Choosing Goa is “deathly practical”, according to Lavanya Jayashankar, who moved to Goa with her partner Anjali Shahi to launch Matinee. “It is the cheapest place to get a license to make liquor. It’s a difference of lakhs.” Goa offers more than just an ease of doing business. It’s increasingly becoming a preferred destination for people looking to escape the big city life and build a home in a place offering a better quality of living. The pandemic only heightened the exodus. Many of these alcohol entrepreneurs have completely shifted base to Goa. Brothers Aditya and Anish Varshnei knew they would make the move once they launched Latambarcem Brewery in 2017. They found and restored an abandoned distillery in Latambarcem and started brewing beer; Maka Di, launched last year.
Then there’s the fact that Goa possesses a fairly liberal drinking culture. “Goans care about their drink. They have an innate sense and sensibility when it comes to understanding the liquid inside the bottle. You get good feedback,” says Dhariwal.
“Goa gives you a microcosm of India as a test market. It’s a way of getting your name out there, and getting it recognised outside the state,” adds Jayashankar.
Within the state, alcohol brands are pulling out all the stops to market themselves. They sponsor events (open mic nights, live music, and more) at new and existing bars and restaurants. Their signboards hang above bar counters. They organise bar takeovers and special cocktail menus. Beyond this, many of the brands have found success in one of the oldest effective forms of marketing: word of mouth. Visitors who experiment in Goa are likely to take back bottles of their favourite spirits to their home states.
Many of their favourite spirits play on the Goan life and lifestyle. Take a look at the bottles adorning supermarket shelves and it’s easy to see how Goa features in other aspects of the drinks too. Maka Zai translates to “I want” in Konkani, and the bottle’s labels feature the native Olive Ridley turtle, which has nesting sites in Goa. Latambarcem Brewers’ products’ names come from Goan words: Maka di (“give me”) craft beer and Borécha (“good tea”) kombucha. Vinho Fontainhas got its name because the founders had family association with Fontainhas. Goa Brewing Co.’s first beer, Eight Finger Eddie, was named after a beloved hippie. Their latest, People’s Lager, is made from heirloom Goan rice. Their aim is to highlight the state’s disappearing rice varieties, and will introduce more expressions in the future showcasing it.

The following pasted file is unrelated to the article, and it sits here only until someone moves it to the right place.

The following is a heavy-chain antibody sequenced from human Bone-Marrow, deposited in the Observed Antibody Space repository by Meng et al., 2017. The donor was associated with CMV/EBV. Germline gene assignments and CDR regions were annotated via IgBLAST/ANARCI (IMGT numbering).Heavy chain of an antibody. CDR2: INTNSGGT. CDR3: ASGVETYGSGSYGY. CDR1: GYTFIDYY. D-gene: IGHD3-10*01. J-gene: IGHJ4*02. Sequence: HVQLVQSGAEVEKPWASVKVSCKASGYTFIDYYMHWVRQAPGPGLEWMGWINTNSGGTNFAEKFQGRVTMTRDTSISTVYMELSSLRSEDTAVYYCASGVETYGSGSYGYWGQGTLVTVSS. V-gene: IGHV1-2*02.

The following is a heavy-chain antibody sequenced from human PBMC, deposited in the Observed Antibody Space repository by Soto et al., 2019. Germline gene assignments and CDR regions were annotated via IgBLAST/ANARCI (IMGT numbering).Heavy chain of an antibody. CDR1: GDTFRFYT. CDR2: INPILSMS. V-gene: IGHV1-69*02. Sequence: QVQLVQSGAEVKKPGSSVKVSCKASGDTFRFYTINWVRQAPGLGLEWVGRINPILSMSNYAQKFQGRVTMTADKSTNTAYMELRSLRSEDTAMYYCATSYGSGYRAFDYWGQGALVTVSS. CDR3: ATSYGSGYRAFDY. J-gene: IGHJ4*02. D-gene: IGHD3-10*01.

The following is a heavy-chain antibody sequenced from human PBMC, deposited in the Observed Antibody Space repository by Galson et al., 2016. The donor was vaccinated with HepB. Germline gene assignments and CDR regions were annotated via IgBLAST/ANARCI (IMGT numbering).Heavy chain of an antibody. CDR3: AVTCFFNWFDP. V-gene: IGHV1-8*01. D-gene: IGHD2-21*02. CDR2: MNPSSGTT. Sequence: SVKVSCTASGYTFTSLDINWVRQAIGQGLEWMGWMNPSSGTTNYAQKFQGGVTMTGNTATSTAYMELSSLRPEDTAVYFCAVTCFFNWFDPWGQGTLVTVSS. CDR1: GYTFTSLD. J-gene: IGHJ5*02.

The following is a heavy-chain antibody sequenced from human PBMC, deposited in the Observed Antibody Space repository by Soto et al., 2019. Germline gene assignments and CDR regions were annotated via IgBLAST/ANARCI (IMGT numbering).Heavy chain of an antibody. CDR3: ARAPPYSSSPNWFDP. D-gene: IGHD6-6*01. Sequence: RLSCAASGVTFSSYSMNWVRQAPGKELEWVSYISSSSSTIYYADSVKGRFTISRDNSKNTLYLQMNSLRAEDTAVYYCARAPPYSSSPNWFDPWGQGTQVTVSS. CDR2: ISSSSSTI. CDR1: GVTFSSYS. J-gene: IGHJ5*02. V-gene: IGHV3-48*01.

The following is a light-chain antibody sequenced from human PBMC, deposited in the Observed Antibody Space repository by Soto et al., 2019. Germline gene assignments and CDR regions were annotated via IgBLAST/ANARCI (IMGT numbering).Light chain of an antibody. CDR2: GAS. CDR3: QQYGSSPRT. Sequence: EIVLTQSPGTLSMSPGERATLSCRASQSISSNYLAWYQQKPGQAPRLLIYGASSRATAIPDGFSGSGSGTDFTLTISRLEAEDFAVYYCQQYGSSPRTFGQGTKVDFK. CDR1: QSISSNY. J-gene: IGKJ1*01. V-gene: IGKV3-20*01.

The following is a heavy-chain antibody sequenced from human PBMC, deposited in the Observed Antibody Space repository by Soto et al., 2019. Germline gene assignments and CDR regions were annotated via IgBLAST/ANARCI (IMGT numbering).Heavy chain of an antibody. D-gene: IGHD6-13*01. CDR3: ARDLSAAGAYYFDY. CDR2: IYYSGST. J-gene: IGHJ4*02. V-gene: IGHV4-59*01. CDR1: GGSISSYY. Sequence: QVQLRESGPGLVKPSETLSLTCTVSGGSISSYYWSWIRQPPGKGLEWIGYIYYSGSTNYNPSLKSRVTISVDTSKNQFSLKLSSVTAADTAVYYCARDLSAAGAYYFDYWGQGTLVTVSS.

The change in the industry has been recent. And much of it, positive. “There’s definitely been an impact. It [the influx of new alcohol brands] has democratised alcohol and the industry a fair bit,” says Braganza.
It’s not just liquor by the Goan shore. There are now ready to drink bottled brands, cocktail mixers and bottled cocktails —The Bombay Canteen and Stranger & Sons teamed up to launch Perry Road Peru, a distilled cocktail with pink guavas and a pinch of chilli-salt, and earlier in October, Alcopop Spirits launched BEAT — gin seltzers.
Possibly the biggest change has been in the drinking culture. People today are more inclined to experiment with newer brands, and move away from tried and tested labels. “Today, everyone likes to talk about the new brand they can have, what they can do with their gin and beer, and how they can make cocktails. They have the ability and desire to really dive into it and get behind brands,” says Virmani. “I am blown away by the level of excitement we’ve received.”
“Liquor is the next big thing in the startup movement. People have realised that liquor can also be an option for start-ups, and the alcohol industry is opening up to entrepreneurs,” adds Jayashankar. The growing market has made networking convenient, people are sharing resources (distiller and distributors), and partnering with other brands. There’s a buzz that has nothing to do with the liquor. Dhariwal claims this is just the beginning. “There’s a few 100 brands going to come up in the near future, and most of them from Goa,” he says. “I hope our livers can take it.”